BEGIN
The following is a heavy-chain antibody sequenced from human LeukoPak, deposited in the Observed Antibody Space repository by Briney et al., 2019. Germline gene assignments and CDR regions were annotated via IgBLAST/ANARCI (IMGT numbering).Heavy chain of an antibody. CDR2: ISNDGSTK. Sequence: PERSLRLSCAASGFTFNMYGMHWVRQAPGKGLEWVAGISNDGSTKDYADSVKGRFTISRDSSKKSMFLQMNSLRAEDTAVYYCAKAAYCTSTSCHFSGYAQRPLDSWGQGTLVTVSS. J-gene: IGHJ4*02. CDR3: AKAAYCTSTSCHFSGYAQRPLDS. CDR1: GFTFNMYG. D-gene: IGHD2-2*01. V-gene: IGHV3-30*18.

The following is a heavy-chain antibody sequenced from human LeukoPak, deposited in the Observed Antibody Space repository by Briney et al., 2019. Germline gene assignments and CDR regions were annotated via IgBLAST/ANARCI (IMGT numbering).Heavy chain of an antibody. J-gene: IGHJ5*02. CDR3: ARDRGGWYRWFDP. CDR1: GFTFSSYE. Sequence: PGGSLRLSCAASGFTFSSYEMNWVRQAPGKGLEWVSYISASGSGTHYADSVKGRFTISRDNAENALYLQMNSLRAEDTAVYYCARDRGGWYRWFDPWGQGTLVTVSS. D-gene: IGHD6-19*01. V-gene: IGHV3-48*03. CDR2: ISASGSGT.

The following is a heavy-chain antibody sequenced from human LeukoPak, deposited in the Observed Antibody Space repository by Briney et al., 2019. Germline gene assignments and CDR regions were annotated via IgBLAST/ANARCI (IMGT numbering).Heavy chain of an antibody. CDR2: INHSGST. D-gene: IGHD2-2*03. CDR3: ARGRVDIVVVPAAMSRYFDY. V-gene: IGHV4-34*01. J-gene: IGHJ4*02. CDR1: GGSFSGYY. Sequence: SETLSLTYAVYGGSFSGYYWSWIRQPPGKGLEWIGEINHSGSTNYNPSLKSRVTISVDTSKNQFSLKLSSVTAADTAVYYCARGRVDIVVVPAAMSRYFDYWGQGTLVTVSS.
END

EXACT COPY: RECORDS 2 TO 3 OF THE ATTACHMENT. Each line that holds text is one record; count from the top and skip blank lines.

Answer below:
The following is a heavy-chain antibody sequenced from human LeukoPak, deposited in the Observed Antibody Space repository by Briney et al., 2019. Germline gene assignments and CDR regions were annotated via IgBLAST/ANARCI (IMGT numbering).Heavy chain of an antibody. J-gene: IGHJ5*02. CDR3: ARDRGGWYRWFDP. CDR1: GFTFSSYE. Sequence: PGGSLRLSCAASGFTFSSYEMNWVRQAPGKGLEWVSYISASGSGTHYADSVKGRFTISRDNAENALYLQMNSLRAEDTAVYYCARDRGGWYRWFDPWGQGTLVTVSS. D-gene: IGHD6-19*01. V-gene: IGHV3-48*03. CDR2: ISASGSGT.

The following is a heavy-chain antibody sequenced from human LeukoPak, deposited in the Observed Antibody Space repository by Briney et al., 2019. Germline gene assignments and CDR regions were annotated via IgBLAST/ANARCI (IMGT numbering).Heavy chain of an antibody. CDR2: INHSGST. D-gene: IGHD2-2*03. CDR3: ARGRVDIVVVPAAMSRYFDY. V-gene: IGHV4-34*01. J-gene: IGHJ4*02. CDR1: GGSFSGYY. Sequence: SETLSLTYAVYGGSFSGYYWSWIRQPPGKGLEWIGEINHSGSTNYNPSLKSRVTISVDTSKNQFSLKLSSVTAADTAVYYCARGRVDIVVVPAAMSRYFDYWGQGTLVTVSS.